When Can I Return To My Sport Or Activity? The goal of rehabilitation is to return you to your sport or activity as soon as is safely possible. If you return too soon you may worsen your injury, which could lead to permanent damage. Everyone recovers from injury at a different rate. Return to your sport or activity will be determined by how soon your knee recovers, not by how many days or weeks it has been since your injury occurred. In general, the longer you have symptoms before you start treatment, the longer it will take to get better. You may safely return to your sport or activity when, starting from the top of the list and progressing to the end, each of the following is true: 1. Your injured knee can be fully straightened and bent without pain. 2. Your knee and leg have regained normal strength compared to the uninjured knee and leg. 3. Your knee is not swollen. 4. Your are able to jog straight ahead without limping. 5. You are able to sprint straight ahead without limping. 6. You are able to do 45-degree cuts. 7. You are able to do 90-degree cuts. 8. You are able to do 20-yard figure-of-eight runs. 9. You are able to do 10-yard figure-of-eight runs. 10. You are able to jump on both legs without pain and jump on the injured leg without pain.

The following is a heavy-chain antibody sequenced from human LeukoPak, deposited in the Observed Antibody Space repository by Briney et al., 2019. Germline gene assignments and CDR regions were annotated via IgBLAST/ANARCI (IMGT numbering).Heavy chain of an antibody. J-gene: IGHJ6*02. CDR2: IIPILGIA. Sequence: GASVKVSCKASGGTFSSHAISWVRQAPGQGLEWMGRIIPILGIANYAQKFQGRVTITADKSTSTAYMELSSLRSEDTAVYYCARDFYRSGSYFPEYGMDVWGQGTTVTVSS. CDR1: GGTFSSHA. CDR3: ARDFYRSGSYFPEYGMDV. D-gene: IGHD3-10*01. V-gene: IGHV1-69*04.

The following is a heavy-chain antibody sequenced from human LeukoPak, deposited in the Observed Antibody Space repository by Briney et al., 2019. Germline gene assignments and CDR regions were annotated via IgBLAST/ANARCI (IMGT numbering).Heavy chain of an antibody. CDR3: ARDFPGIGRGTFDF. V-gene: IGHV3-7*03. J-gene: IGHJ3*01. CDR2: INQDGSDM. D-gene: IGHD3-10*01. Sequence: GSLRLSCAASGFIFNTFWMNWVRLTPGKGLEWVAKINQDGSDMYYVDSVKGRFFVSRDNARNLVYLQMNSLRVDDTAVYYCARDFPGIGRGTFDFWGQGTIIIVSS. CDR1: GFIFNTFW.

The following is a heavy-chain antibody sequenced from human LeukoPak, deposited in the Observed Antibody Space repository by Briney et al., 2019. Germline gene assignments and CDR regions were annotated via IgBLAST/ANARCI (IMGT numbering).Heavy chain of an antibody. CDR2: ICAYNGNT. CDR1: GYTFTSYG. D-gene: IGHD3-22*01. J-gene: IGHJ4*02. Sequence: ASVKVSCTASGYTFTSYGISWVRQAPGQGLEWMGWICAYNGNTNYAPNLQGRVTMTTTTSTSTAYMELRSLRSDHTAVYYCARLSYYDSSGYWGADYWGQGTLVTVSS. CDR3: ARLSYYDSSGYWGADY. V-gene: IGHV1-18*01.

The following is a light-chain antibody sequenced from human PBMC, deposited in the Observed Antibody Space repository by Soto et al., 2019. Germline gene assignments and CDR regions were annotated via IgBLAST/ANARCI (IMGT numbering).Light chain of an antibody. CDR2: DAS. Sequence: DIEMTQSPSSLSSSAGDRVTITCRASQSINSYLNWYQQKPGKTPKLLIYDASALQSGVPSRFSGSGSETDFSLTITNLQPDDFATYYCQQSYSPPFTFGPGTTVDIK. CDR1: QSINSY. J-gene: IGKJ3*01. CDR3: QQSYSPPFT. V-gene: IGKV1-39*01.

How Can I Prevent Patellar Tendonitis? Patellar tendonitis is usually caused by overuse during activities such as jumping or running. It can best be prevented by having strong thigh muscles.


You can start doing the first exercise as soon as it is not too painful to move your kneecap. You can do the hamstring stretch (exercise 2) right away. When the pain in your knee has decreased, you can do the quadriceps stretch and start strengthening the thigh muscles using exercises 4 through 6.

1) Patellar mobility: Sit with you injured leg outstretched in front of you and the muscles on the top of your thigh relaxed. Take your index finger and thumb and gently press your kneecap down toward your foot. Hold this position for 10 seconds. Return to the starting position. Next, pull your kneecap up toward your waist and hold it for 10 seconds. Return to the starting position. Then, try to gently push your kneecap inward toward your other leg and hold for 10 seconds. Repeat these for approximately 5 minutes.